Analysts said the merger was an unwise decision that was driven by tactical ignorance, and the dictates of the capitalism brought it down. However, what is important in Zimbabwe, and which is lacking, is strong minority shareholder activism and powerful fund managers. It was a good development because Chanakira will now focus on what he knows best; banking while Moxon focuses on his passion which is what he will be controlling.
Empirical evidence has shown that mergers and the creation of conglomerates are not really the best option for creating value for shareholders.
For instance, it has been argued that a merger brings together very different individuals with different passions shaped by a long intimate history while building their businesses. When you put these entrepreneurs together, their passions tend to collide and override all considerations and a clash is inevitable.
Mergers do have other important advantages such as creating a bigger entity with bigger muscle to compete on a global scale. For shareholders, it is an important step forward because the value that was trapped due to the dispute between the major shareholders had caused KMAL to be one of the worst performers on the stock market.
After the de-merger is complete, KFHL will regain control of its Kingdom Stockbrokers (Pvt) Ltd, the Discount Company of Zimbabwe Ltd, and Kingdom Bank Ltd while Meikles will take charge of TM Supermarkets, hotels, Tanganda Tea Company and Cotton Printers (Pvt) Ltd.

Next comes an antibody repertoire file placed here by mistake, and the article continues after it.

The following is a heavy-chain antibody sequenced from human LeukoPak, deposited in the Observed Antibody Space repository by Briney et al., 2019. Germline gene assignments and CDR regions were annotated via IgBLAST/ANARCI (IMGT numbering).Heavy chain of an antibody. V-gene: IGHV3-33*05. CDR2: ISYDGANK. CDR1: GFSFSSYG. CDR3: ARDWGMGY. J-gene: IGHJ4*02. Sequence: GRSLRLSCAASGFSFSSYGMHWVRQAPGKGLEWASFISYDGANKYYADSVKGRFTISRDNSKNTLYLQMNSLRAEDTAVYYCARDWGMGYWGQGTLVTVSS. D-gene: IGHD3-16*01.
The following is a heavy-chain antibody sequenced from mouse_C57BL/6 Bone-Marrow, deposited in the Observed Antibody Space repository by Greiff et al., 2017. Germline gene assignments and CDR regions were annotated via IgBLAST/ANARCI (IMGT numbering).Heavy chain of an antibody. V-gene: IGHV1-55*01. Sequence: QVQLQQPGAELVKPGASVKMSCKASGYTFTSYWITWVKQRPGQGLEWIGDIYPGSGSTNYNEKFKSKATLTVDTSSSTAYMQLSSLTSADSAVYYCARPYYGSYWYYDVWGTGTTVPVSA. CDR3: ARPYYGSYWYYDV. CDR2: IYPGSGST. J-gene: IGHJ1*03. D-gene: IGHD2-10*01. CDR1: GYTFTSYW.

KFHL will now re-list on the Zimbabwe Stock Exchange (ZSE) as KFHL, while Meikles Africa Ltd will become Meikles Ltd.
Chanakira will retain his position as chief executive officer of KFHL. It was not immediately clear if former KMAL chair John Moxon will retain his role as Meikles Ltd CEO as sources said he will be based in South Africa most of the time.
In terms of the resolutions, Kingdom Meikles shareholders will get one KFHL share for every one held through a dividend in specie. In order to repay the US$22,5 million held in KFHL for capitalisation, the KFHL shares will be redeemed back as preference shares to Meikles Ltd.
KML finance director Bryan Thorn said 234 million shares will be ring-fenced to represent RBZ capital, which will be reallocated from KFHL to KML.
KFHL’s equity stood at US$34 million including the US$22,5 million as at December 30 2008.

 

Paul Nyakazeya